Mobile Meat Counter, Cazouls, Market Day
Now that we've shopped, let's eat.


Cathey's day starts with coffee. Two cups. French press. Nothing, and I mean not one single thing, happens before the coffee happens. If she's lucky, the smell of the fresh-brewed coffee wakes me up.

I scratch, yawn, wash and brush, dress, and take the short walk to the artisan patisserie for my morning pain au chocolat, Cathey's croissant – when she chooses to risk the carbs and the fat, and the day's baguette or other specialty loaf. Yes, one of the truly wondrous experiences for any foodie living in France is having the smell of fresh-baked bread permeating the house every day.

Once coffee has kick-started the digestive and intellectual processes, we decide on breakfast. To a certain extent, the breakfast menu depends on the previous night's dinner. If we splurged, went to a favorite restaurant for courses and courses and wine to match, there is the distinct possibility that we're still full. Or we might be anticipating a lazy, grazing lunch. If either is the case, a simple menu of juice, fruit, and that flaky pastry that I just bought might suffice. If UK Sharon brought some fresh preserves – or if we bought some at the market – we might spread a bit on slices of our baguette.

If a greater degree of sustenance is required, add a one-egg omelet, perhaps with a bit of cheese. Beyond that, the choices are endless – a couple of links of merguez left over from the night before, rashers of thick-sliced smoked bacon, perhaps a few slices of smoked salmon; Europeans really appreciate smoked salmon and that particular section of the supermarket is a delight for this Jersey boy. (That's NEW Jersey, if you please.)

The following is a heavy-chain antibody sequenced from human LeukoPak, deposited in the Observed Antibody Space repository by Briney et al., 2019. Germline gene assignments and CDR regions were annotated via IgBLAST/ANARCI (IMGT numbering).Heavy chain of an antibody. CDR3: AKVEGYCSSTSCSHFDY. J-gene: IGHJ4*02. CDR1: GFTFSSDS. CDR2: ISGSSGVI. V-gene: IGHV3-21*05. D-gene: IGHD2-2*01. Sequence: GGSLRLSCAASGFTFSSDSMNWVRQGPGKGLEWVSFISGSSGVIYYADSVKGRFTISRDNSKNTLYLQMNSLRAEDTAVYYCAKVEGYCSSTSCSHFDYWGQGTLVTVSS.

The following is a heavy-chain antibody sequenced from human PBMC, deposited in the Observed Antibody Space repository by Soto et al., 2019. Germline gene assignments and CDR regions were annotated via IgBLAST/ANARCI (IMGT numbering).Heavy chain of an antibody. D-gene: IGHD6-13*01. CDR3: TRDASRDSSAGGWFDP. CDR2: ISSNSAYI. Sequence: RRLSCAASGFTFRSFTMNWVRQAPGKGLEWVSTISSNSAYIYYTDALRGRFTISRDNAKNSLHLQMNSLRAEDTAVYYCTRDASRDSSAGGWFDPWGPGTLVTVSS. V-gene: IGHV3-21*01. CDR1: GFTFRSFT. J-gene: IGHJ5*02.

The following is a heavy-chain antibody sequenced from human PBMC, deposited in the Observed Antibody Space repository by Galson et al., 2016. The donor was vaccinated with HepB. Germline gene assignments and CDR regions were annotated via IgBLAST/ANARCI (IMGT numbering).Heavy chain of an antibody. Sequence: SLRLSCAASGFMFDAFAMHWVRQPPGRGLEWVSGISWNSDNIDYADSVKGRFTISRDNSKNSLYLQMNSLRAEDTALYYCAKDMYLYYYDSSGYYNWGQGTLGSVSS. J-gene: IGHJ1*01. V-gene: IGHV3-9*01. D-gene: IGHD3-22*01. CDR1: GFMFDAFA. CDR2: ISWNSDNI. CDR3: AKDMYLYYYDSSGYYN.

When we're on vacation and money is no object (yeah, right) we generally plan to eat out once a day, either lunch or dinner. Most often, it's lunch. We're already out and about, often far from home. So many of the places to which we might want to go – specialty shops, vineyards – are closed for the lunch hour...or two or four. And the specials at good restaurants can be inexpensive and a good measure of what the dinners might be like. For instance, the 12 euro lunch special at Le Terminus, a picturesque dining spot in a beautifully redesigned old railroad station between Quarante and Cruzie, includes an amuse and three courses.

But more about restaurants in my next post.

The point is, if we're eating lunch at home, it generally means that we're either going out to dinner or cooking dinner ourselves. Either way, since we expect dinner to be heavy, lunch at home is usually light. Remember the wonderful deli and cheese counters at the supermarket? When lunch is light, we graze.

One plate holds a selection of cheeses – St. Nectare, something bleu, something hard, something goat. One plate features meats – a dry chorizo, salami – perhaps with a peppery crust, a country terrine, a coarse pate, thin slices of serrano ham. Side goodies might include a selection of olives for Cathey, perhaps some of those marvelous Mediterranean anchovies for me – although Cathey gets into them too, maybe a few slices of smoked salmon. Don't forget the slices of fresh baguette and the fine butter of Normandy or Dijon mustard.

And wine. Usually rose. Usually only 3 or 4 euros a bottle. Often from Caveaux St. Laurent in Capestang.

By the way, this setup can be packed up and taken along as a picnic lunch. Don't forget the sharp knife and the corkscrew, though.


If we've eaten our lunch out, dinner is the grazing described above. If the dinner at home is to be the main meal of the day, wondrous possibilities present themselves.

Main courses in our house in Cazouls have included French lentils with merguez sausage, rabbit braised in wine, beef steaks on the grill, salmon steaks on the grill...

And speaking of the barbecue out on the patio, you should know that grapevine wood added to the fire imparts a distinct, delicate flavor to grilled foods that is unique. We've used it for grilling duck duck breast – complete with a thick layer of fat that kept the breast moist through the process, for smoking fresh sardines from the Mediterranean, and for mutton chops.

Starters might include salad with buttery fresh lettuce or leek and potato soup. Sides of fresh veggies (haricots verte or potatoes or whatever else looks fresh that might come from either the outdoor market or the super. – except Brussels sprouts. I hate Brussels sprouts.) And dessert.